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Politics & Policy

Call to keep Tenderloin Center barely passed by supervisors

A person in white stands by a sign for a support center on a city street, with tents and belongings nearby.
Lisanne Seharton waits in line for services outside the Tenderloin Center, formerly known as the Linkage Center, in San Francisco on May 10, 2022. | Camille Cohen/The Standard | Source: Camille Cohen/The Standard

Tuesday’s Board of Supervisors meeting went quickly, with members eager to get back out to Election Day events.

Thirty minutes of the roughly two-hour meeting was devoted to a contentious discussion over the fate of the Tenderloin Center. U.S. Rep. Jackie Speier, who is departing from Congress after a storied career, was honored for her service to the city. 

As always, wonks can check out the full agenda.

'Linkage to Nowhere'

Supervisors passed a resolution by a vote of 6-5 urging the administration to keep the Tenderloin Center open until planned replacement services are in place. The controversial site on Market Street is set to close in December. 

Board President Shamann Walton and members Connie Chan, Gordon Mar, Aaron Peskin and Hillary Ronen voted with sponsor Dean Preston in favor. Rafael Mandelman led members Matt Dorsey, Myrna Melgar, Ahsha Safaí and Catherine Stefani in opposition. 

Preston, Peskin and other supporters reiterated the need to avoid any gap in services during the transition to the “wellness hubs” under a planned future initiative that includes expanded naloxone distribution and a goal of reducing overdose deaths by 15% by 2025. 

“Doing less than that is an abdication of the board’s ratification of the emergency,” Peskin said, referring to Mayor London Breed’s declaration of emergency over drug overdose deaths in January. 

Mandelman noted that the controversial site “has been an extraordinarily expensive intervention,” citing a cost of $20 million per year to continue the operation of the Tenderloin Center. “There’s no evidence that I’ve seen that it’s reduced overdose deaths in San Francisco or in the area where it’s located.” 

Other dissenting members pointed out negative impacts the center has had on the surrounding neighborhood. 

Melgar declared her ambivalence over keeping the site open after hearing from nearby residents, who had asked for a service hub—but then observed that “it had not worked out the way they intended.”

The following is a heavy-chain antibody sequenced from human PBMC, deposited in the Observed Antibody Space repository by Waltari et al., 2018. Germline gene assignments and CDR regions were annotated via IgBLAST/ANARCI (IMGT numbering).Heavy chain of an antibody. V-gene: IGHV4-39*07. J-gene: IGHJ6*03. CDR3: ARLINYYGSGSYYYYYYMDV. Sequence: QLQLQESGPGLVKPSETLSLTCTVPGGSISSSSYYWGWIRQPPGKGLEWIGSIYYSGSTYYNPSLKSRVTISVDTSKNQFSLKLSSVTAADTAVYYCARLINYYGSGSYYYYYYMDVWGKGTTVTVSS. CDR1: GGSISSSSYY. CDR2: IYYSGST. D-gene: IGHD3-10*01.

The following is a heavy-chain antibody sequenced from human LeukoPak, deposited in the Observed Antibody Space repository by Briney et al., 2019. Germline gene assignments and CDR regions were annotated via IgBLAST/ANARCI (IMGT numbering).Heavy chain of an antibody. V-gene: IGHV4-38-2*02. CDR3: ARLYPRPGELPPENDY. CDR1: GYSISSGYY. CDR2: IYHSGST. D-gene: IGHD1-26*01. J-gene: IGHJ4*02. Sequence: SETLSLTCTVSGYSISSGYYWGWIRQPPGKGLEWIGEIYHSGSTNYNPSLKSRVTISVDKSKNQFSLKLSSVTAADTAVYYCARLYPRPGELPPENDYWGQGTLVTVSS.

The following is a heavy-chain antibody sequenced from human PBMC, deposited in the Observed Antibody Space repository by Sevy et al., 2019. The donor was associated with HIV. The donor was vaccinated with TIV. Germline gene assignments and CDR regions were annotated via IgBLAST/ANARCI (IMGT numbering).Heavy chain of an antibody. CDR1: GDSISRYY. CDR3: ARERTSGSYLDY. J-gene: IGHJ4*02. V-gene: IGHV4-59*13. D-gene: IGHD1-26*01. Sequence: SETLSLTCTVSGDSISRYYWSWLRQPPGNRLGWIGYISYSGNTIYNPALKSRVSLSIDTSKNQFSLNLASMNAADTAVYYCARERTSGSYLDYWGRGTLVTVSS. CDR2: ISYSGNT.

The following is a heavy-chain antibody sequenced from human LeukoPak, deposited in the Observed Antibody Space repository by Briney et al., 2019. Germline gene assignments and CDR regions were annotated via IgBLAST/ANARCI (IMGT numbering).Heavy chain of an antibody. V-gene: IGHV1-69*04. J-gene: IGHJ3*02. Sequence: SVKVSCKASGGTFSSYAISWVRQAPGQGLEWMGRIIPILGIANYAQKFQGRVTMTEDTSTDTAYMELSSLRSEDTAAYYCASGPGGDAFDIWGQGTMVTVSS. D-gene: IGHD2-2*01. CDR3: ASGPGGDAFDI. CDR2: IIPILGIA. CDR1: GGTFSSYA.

According to a government dashboard, the Tenderloin Center has had 112,562 visits of one kind or another since it opened in January. Of those, only 1,853 yielded requests for behavioral health services, and 356 visitors “linked” to those services. Meanwhile, 285 overdoses have been reversed at the center. 

Safaí said he was “flabbergasted” at how the facility, formerly called the Linkage Center, had transformed from a service referral hub to a de facto safe consumption site

He noted the low rate of referral to outside services and called it a “Linkage to Nowhere,” which failed to provide the performance metrics supervisors asked for. 

“What were we linking to? I don’t know,” Safaí said in frustration. 

Rep. Speier Honored

State Sen. Scott Wiener and House Rep. Jackie Speier attend Willie Brown’s annual luncheon at John’s Grill on Nov. 8, 2022. Speier was later honored by the Board of Supervisors. | Josh Koehn/The Standard

During the board’s regular 2:30 commendations, Chan presented a resolution honoring U.S. Rep. Jackie Speier upon her departure from Congress after a 30-plus-year career. Speier was present for the proceedings. 

Before serving as an elected official, Speier was a congressional staffer who was part of the U.S. delegation to investigate the Jonestown cult community in Guyana. Speier survived five gunshot wounds after the delegation was attacked; her boss, then-Rep. Leo Ryan, was killed. 

Speier, who has represented southern San Francisco neighborhoods along with San Mateo County in the State Assembly, State Senate and House of Representatives, accepted the honor with a speech including a promise to keep working for the people of the Peninsula. 

“I may be leaving Congress, but I am not retiring,” Speier said, declaring plans to “re-engage with the communities I love,” and addressing continued inequality in the Bay Area. 

“It has really struck me that we live in two of the richest counties in the country, and yet we suffer with such great need,” noting that 2,000 children in San Mateo schools are living in unstable housing or are homeless. 

“I hope that when I retire, that I will have an opportunity to work together with you and do a deep dive here in San Francisco about what the desperate needs are and how we can best address them,” she said.